Referring to FIGS. 14 and 15, to place a copy of the SPO1-15 promoter upstream of ORF3 we made use of the restriction sites adjacent to the ORF4-ORF3 junction. The ClaI site at position 2767 is located at the end of ORF4 and is unique in the rib operon. Another useful restriction site near the beginning of ORF3 is the DraI site at position 2892. Oligonucleotides were synthesized that recreated the sequence from the above-mentioned DraI site past the start of ORF3 and placed a unique BamHI site before the beginning of ORF3 (linkers P2-A and P2-B, FIG. 18). Another set of oligonucleotides recreated the sequence from the ClaI site past the end of ORF4 and placed an EcoRI site at that location (linkers P2-CII and P2-DII, FIG. 18). The SPO1-15 promoter, located on a EcoRI-BamHI fragment, was then be placed between the BamHI and EcoRI sites created by the oligonucleotides. The entire operon was put together with this additional SPO1-15 promoter as follows.

Referring to FIG. 15, the 750 bp SalI-BglII fragment containing the ORF4-ORF3 function was subdloned to pIC2OR (Marsh et al., Gene 32:481-485, 1984). The resulting plasmid, pRF57, was then digested with DraI and BglII, and the predicted 270 bp DraI-BglII fragment was isolated. This fragment and linkers P2-A and P2-B were ligated to pIC2OR cut with SalI and BglII. The linkers placed BamHI and SalI sites upstream of the 5′ end of ORF3. (The SalI site was chosen for convenience since BglII and BamHI sites are compatible and will be removed later.) The ligation was transformed into E. coli DH5&agr; cells. Plating onto LB medium+Amp and X-gal resulted in white colonies; pRF58 had the desired structure. The 330 bp BglII-SalI fragment from pRF58 was isolated and ligated with 3.3 kb BglII-XbaI fragment containing the 3′-end of the rib operon from pRF36 (FIG. 12) and pUC19 cut with XbaI and SalI. The ligated DNA was then transformed into E. coli DH5&agr; cells, resulting in white colonies; pRF62 (FIG. 15) had the desired structure. For convenience, the 3.6 kb BamHI-XbaI fragment was isolated from pRF62 and subcloned into BamHI-, XbaI-cut pUC19 (pRF64, FIG. 15). This plasmid now contained the 3.6 kb 3′-end of the rib operon with an engineered BamHI site preceding ORF3.

To place the SPO1-15 promoter in front of the 3′-half of the rib operon containing the last three open reading frames, we digested pRF64 with EcoRI and BamHI and ligated it to a 400 bp EcoRI-BamHI fragment containing the SPO1-15 promoter. The ligated DNA was transformed into E. coli DH5 cells and miniprep DNA was prepared; pRF65 has the desired structure.

The SPO1-15 promoter was than engineered to place a ClaI site upstream of the promoter to reconstruct the end of ORF4. The EcoRI-BamHI fragment from pNH202 containing the SPO1-15 promoter was ligated with linkers P2-CII and P2-DII and pCI2OR-digested with BamHI and ClaI. The ligated DNA was then transformed into E. coli DH5&agr; cells. White colonies resulted and miniprep analyses indicated that pRF63 had the desired structure. The 470 bp ClaI-BamHI fragment was isolated then from pRF63 and ligated to the 2 kb EcoRI-ClaI fragment from pRF49 containing the SPOI-15 promoter and the 5′-end of the rib operon and pRF64 (FIG. 15), containing the SPO1 promoter and the 3′-end of the operon, digested with EcoRI and BamHI. The ligated DNA was then transformed into E. coli DH5&agr; cells. Miniprep DNA was prepared; pRF66 had the desired structure. In addition, E. coli containing pRF66 produced small amounts of riboflavin on LB medium+ampicillin plates, confirming that the operon was still intact.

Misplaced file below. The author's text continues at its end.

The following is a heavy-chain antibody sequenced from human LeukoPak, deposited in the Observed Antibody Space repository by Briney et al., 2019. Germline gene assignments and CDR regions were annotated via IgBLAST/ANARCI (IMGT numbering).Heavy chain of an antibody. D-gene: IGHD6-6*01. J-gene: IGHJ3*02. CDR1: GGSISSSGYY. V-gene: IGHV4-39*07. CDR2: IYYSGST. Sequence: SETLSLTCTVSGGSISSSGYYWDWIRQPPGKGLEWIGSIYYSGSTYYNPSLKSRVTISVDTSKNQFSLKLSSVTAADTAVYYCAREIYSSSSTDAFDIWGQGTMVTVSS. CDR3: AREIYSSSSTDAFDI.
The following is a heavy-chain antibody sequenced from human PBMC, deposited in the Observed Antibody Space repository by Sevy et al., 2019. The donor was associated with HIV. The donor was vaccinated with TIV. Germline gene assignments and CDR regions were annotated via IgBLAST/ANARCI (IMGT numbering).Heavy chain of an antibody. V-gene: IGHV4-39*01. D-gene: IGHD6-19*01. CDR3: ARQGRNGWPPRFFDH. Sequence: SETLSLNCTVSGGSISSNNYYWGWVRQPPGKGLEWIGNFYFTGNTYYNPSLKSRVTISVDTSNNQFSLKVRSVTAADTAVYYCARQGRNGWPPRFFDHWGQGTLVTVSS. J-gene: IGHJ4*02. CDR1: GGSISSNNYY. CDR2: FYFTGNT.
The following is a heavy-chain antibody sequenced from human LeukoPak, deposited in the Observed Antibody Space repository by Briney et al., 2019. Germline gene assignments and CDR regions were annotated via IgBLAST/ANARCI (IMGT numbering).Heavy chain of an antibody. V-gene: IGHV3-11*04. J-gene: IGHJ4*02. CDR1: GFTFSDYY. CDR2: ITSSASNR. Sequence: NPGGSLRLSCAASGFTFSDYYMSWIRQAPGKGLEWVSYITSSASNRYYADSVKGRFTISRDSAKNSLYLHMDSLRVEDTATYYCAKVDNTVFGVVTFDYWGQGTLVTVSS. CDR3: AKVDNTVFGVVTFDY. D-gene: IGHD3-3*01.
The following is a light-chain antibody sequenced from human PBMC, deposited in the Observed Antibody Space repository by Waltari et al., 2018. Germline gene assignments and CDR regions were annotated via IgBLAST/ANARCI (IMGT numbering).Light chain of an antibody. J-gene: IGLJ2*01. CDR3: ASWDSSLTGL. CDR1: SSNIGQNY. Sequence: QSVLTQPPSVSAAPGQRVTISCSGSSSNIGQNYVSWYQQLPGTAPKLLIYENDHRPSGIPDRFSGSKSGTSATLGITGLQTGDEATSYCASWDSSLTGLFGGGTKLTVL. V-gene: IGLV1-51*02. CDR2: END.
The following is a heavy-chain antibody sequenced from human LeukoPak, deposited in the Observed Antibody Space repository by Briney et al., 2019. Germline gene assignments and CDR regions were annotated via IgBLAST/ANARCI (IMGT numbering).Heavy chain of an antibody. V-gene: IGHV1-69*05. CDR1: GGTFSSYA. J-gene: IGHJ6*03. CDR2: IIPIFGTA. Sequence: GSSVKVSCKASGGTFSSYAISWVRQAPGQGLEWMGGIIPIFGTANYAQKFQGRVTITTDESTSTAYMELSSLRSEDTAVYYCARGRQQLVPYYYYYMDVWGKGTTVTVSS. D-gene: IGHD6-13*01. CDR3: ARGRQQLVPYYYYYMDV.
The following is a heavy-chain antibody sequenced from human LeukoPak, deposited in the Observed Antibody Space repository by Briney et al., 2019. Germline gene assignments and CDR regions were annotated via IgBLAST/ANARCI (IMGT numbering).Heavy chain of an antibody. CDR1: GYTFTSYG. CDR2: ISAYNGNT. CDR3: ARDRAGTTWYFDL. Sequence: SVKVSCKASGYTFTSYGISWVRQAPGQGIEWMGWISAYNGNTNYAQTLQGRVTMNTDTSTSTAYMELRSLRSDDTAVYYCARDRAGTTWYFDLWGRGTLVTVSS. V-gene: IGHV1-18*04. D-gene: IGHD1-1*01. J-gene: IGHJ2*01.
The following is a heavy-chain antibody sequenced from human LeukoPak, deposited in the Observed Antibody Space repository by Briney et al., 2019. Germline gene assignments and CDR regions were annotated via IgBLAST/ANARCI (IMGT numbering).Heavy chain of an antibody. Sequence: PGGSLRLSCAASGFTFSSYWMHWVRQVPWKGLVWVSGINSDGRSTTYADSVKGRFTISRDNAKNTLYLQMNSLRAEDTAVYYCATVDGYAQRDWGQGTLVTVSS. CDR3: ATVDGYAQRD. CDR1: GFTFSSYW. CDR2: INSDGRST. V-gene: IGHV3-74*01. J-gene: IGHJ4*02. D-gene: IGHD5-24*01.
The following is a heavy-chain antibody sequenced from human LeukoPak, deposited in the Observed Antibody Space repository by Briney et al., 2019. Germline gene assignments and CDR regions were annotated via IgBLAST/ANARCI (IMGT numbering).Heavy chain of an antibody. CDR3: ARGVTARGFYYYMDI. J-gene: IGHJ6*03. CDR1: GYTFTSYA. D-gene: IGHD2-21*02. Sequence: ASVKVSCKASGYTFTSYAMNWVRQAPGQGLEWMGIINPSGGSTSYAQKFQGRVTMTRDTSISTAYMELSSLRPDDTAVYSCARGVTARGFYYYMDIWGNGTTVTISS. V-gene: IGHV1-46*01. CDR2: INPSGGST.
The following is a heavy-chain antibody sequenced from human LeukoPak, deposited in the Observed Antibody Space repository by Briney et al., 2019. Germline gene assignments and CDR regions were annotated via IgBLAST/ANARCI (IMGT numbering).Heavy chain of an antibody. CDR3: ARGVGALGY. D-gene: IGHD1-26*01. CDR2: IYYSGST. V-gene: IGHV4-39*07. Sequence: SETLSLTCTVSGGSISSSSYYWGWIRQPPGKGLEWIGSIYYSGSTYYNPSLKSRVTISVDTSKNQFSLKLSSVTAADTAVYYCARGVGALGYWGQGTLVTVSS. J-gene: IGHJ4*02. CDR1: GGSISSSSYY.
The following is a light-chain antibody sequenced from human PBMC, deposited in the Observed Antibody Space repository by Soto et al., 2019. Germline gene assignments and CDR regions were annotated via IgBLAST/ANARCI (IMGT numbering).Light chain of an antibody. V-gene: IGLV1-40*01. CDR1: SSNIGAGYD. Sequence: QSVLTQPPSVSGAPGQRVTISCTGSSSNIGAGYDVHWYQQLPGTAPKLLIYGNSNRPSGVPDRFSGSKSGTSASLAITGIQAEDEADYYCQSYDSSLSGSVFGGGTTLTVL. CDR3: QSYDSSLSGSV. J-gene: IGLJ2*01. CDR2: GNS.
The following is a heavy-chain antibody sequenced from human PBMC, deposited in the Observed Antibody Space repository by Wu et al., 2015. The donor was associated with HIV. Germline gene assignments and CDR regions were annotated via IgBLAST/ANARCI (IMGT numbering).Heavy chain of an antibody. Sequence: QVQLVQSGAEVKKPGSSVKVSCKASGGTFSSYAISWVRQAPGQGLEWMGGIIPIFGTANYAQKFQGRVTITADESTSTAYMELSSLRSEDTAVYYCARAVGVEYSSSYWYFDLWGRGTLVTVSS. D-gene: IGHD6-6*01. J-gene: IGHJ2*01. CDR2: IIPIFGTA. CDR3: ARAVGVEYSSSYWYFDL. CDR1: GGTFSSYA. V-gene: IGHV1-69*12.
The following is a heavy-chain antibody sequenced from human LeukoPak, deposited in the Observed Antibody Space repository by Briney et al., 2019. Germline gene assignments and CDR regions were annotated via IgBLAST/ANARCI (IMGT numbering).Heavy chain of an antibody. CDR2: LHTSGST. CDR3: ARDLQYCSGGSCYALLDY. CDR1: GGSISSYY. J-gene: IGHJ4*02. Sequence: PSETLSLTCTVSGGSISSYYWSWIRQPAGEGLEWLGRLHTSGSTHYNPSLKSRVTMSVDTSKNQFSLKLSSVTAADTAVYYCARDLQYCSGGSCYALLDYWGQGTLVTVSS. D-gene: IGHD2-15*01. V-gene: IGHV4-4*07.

The last step was to ligate the cat gene into the unique XbaI sites of pRF66 as described above. The resulting plasmid, pRF69 (FIG. 15) contained the cat gene in the same direction as the rib operon.

To construct a plasmid containing the entire operon with the natural or wild-type ribP1 promoter and the SPO1-15 promoter after ribP2, the 6.3 kb EcoRI-BamHI fragment of pRF64, the 2.75 kb EcoRI-ClaI fragment of pRF36, and the 470 bp ClaI-BamHI fragment of pRF63 were ligated and tranformed into E. coli DH5&agr; cells. About 50% of the Apr colonies were yellow, indicating riboflavin production. Miniprep DNA was prepared from yellow colonies and pRF68 had the desired structure (FIG. 16). A cat gene was added to pRF68 at the XbaI site, as discussed above, to generate pRF71 (FIG. 16). This plasmid contained the cat gene in the same direction as the rib operon.

As another example of the construction of useful plasmids in this invention, there now follows an example in which one or more promoters can be introduced within the riboflavin operon without prior removal of existing DNA sequences.

As an example, a prototype modified operon was constructed in pRF78, which contains a single copy of the SPO1-15 promoter inserted within a 30 bp non-essential region located between ribP1 and a putative rho-independent transcriptional termination site (FIG. 14), an inactivated ribP1 promoter to prevent possible transcriptional interference of the SPO1-15 promoter, an active ribP2 promoter, the five structural genes encoding rib biosynthetic enzymes, and approximately 1.5 kb of flanking DNA nucleotide sequences downstream from the end of the riboflavin operon.